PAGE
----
Sailing destination: Utklippan, Sweden

An island in the middle of nowhere with ice cream and a cup of coffee to remember

utklippan_flygfoto_webbkamerorseUtklippan (N55’57.3; E015’42.2) is the first island you come across if you sail northeast from Bornholm, Denmark. It is a tiny island with a guest harbour, a café/restaurant and a lighthouse outside of Karlskrona, Sweden. We sailed to Utklippan from Hammerhavne, Bornholm on the 4th of July 2014. The leg of 58 nautical miles took 10h 30 minutes. After being at the open sea for hours, you can barely see the lighthouse in the horizon less then an hour before you arrive. The feeling an hour before arriving was strange: you knew you are almost there (we are there, right…?) but still you could not see your destination. (Image: www.webbkameror.se)

Utklippan_segel-filmedeBe careful when approaching the island! There’s shallow water and rocks in all directions. You can enter the harbour either from the west or the east side but note that the first basin is not deep enough for a sailboat to cross and you have to motor through the guest harbour basin to get to the other side. I wondered for a while why everyone motored through the small basin but luckily the captain had his eyes open… We arrived from the west and left safely from the east entrance the next day. (Image:www.segel-filme.de)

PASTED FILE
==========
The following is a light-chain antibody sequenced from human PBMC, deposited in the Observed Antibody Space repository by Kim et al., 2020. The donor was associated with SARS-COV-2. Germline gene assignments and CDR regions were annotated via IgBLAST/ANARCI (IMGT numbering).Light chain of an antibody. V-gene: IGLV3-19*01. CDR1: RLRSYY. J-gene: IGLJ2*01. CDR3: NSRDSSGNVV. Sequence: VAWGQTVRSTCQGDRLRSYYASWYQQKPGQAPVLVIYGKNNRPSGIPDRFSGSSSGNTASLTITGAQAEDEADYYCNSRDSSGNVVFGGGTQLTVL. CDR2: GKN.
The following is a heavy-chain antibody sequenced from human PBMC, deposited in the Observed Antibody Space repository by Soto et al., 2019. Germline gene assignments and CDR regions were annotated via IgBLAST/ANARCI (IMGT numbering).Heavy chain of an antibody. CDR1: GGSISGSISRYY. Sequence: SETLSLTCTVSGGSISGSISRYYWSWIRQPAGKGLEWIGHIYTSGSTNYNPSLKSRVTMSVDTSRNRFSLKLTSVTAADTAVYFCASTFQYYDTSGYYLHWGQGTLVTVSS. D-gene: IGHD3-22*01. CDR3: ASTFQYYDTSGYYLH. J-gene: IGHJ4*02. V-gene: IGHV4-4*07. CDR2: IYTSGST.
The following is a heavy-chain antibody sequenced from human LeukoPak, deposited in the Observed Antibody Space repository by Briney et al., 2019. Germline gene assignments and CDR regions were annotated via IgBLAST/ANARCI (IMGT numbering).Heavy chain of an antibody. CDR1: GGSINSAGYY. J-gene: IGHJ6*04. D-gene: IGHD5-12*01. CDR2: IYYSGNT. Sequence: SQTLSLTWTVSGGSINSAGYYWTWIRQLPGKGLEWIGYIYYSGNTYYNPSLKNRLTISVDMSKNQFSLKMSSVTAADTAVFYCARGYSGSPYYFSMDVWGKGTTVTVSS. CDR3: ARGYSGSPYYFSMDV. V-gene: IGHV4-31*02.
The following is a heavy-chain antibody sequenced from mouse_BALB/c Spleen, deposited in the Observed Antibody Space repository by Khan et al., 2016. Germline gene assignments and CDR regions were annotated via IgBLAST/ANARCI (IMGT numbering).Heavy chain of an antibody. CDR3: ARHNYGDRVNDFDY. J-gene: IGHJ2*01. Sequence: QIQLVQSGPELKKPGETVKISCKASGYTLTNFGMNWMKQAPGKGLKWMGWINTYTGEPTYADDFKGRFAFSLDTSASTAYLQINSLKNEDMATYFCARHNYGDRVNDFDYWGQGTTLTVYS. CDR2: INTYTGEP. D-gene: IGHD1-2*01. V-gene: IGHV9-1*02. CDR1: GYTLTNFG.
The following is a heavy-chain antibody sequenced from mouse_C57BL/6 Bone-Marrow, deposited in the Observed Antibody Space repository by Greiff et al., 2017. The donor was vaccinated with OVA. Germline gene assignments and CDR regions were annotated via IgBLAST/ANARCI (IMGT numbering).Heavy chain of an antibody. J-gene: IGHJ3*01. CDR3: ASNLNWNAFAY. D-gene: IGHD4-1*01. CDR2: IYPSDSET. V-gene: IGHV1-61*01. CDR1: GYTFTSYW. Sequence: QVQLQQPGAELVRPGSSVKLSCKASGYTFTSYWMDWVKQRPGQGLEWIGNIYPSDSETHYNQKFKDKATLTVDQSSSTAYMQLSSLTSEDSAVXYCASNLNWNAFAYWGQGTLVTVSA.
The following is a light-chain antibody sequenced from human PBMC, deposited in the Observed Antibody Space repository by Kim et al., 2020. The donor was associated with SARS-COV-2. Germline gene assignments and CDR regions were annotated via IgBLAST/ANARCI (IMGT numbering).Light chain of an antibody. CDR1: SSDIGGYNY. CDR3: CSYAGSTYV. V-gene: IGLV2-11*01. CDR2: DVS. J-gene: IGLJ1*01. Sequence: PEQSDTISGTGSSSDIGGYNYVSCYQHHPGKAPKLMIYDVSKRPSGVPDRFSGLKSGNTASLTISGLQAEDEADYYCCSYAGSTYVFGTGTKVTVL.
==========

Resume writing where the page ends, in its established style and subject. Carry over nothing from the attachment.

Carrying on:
DSCN0157Since the island is so conveniently located for those who plan to sail north along the Swedish coastline, the guest harbour can be quite crowded during the peak summer season. When we arrived at 9.10pm, there were 28 boats in the harbour – which is not considered crowded. Someone later told us that in some accession the guest harbour basin had been so crowded that you could cross the basin by jumping from one boat to another. We were welcomed by the harbourmaster in his motorboat right when we arrived and chose to side-parked to a Swedish boat at the end of the basin. The harbour fee for a night was 160 SEK (17 EUR) and included no water, no electricity, nothing.

DSCN0167Sailors are early birds! When we woke up after 9am the next day, the guest harbour was nearly empty. There were only 3 other boats left and we heard no one leave! Luckily, we had chosen by accident to side-park to the only boat in the basin that did not plan to leave that day. Saku floated us to a new position along the basin first thing in the morning. In early afternoon new boats that had sailed overnight started to arrive.

DSCN0170Utklippan actually is 3 separate islands. Luckily the guest harbour had dinghies to borrow because we didn’t have one at this stage. If you don’t have a dinghy of your own, choose carefully your location in the basin because the smallest island (south corner of the basin) did not have dinghies available.

 

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With the dinghy, we visited the island with the lighthouse and the café. We wondered around the sleek rocks carefully avoiding the areas taken over by nesting birds.

 

 

 

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The lighthouse island is very small with only the lighthouse (no entry unfortunately), a café/restaurant, a guest house where you can rent a room and the harbormaster’s residence.